Wednesday, October 28, 2009

Review: "Undaunted Courage," Stephen Ambrose

By Paul Carrier

Stephen Ambrose's Undaunted Courage is a moving look at the Lewis and Clark Expedition that shines a spotlight on Meriwether Lewis, the young Army officer who led the expedition (with William Clark) after serving as President Jefferson's personal secretary.

Ambrose approaches his subject with the muscular prose befitting such a heroic journey, offering a detailed look at Lewis' preparations for the expedition, its launch in St. Louis, the subsequent addition of the Shoshone woman Sacagawea to the Corps of Discovery and the many adventures that befell the explorers on their trip to the mouth of the Columbia River and back again.

In the process, Ambrose weaves Lewis' biography into the larger narrative of the expedition, which proved to be the greatest accomplishment of his all-too-short life.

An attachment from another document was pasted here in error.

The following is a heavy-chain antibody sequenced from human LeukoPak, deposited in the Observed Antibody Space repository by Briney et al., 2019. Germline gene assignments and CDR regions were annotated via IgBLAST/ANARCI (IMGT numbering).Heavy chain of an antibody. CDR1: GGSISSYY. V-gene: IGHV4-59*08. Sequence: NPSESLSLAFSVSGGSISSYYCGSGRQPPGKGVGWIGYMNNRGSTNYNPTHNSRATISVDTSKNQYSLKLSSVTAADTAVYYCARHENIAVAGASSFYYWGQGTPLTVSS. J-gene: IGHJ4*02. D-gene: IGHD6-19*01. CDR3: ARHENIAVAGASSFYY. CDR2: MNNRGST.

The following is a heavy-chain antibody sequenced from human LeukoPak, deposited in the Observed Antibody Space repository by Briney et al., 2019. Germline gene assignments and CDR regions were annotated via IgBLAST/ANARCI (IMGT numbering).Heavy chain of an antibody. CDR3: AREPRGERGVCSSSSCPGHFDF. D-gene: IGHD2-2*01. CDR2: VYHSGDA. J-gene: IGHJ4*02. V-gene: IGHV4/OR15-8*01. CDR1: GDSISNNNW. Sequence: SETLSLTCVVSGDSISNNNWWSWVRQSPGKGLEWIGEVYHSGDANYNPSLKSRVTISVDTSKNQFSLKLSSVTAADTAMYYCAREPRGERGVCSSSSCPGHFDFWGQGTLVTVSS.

As Ambrose makes clear, the expedition's primary goal was to find what proved to be a nonexistent water route to the Pacific Ocean. In the end, the explorers' accomplishments were much broader in scope than their debunking of what had been a centuries-old belief in the Northwest Passage.

A man of many talents who was trained by some of the greatest scientific minds of the day before setting out on his journey, Lewis the explorer also left his mark as a botanist, zoologist and ethnographer before his life took a tragic turn after the expedition drew to a close in 1806.

Lewis was a renaissance man of sorts, combining leadership abilities and military knowhow with the skills of a scientist, artist, sociologist and psychologist. Yet he also was a troubled man who died in 1809 at the age of 35, an apparent suicide.

Ambrose's penchant for waxing rhapsodic about the expedition's greatness can become tiresome. But any deficiencies in Undaunted Courage pale by comparison to the overall strength of Ambrose's prose, the depth of his research, the sharpness of his analysis, the insight gained by his own travels along the expedition's route and his obvious devotion to the legacy of Meriwether Lewis.